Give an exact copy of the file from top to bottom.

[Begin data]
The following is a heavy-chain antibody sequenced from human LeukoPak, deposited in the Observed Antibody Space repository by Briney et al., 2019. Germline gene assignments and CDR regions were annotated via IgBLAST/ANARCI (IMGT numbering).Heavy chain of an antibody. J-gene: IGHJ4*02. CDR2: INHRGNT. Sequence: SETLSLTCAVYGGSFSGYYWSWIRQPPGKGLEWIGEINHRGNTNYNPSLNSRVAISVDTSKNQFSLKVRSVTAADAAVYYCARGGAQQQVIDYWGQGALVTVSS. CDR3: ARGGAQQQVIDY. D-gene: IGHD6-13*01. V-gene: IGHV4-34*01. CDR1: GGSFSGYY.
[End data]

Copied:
The following is a heavy-chain antibody sequenced from human LeukoPak, deposited in the Observed Antibody Space repository by Briney et al., 2019. Germline gene assignments and CDR regions were annotated via IgBLAST/ANARCI (IMGT numbering).Heavy chain of an antibody. J-gene: IGHJ4*02. CDR2: INHRGNT. Sequence: SETLSLTCAVYGGSFSGYYWSWIRQPPGKGLEWIGEINHRGNTNYNPSLNSRVAISVDTSKNQFSLKVRSVTAADAAVYYCARGGAQQQVIDYWGQGALVTVSS. CDR3: ARGGAQQQVIDY. D-gene: IGHD6-13*01. V-gene: IGHV4-34*01. CDR1: GGSFSGYY.